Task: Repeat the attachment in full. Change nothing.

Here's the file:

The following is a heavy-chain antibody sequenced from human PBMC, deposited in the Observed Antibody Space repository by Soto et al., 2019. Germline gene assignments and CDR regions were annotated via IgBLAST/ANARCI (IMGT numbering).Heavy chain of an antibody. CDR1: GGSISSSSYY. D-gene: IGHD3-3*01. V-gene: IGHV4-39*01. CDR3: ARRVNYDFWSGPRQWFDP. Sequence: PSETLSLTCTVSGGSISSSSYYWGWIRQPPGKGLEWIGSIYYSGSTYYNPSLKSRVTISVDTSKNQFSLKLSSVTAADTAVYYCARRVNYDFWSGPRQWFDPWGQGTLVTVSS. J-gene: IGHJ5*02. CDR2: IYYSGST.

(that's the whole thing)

The following is a heavy-chain antibody sequenced from human PBMC, deposited in the Observed Antibody Space repository by Soto et al., 2019. Germline gene assignments and CDR regions were annotated via IgBLAST/ANARCI (IMGT numbering).Heavy chain of an antibody. CDR1: GGSISSSSYY. D-gene: IGHD3-3*01. V-gene: IGHV4-39*01. CDR3: ARRVNYDFWSGPRQWFDP. Sequence: PSETLSLTCTVSGGSISSSSYYWGWIRQPPGKGLEWIGSIYYSGSTYYNPSLKSRVTISVDTSKNQFSLKLSSVTAADTAVYYCARRVNYDFWSGPRQWFDPWGQGTLVTVSS. J-gene: IGHJ5*02. CDR2: IYYSGST.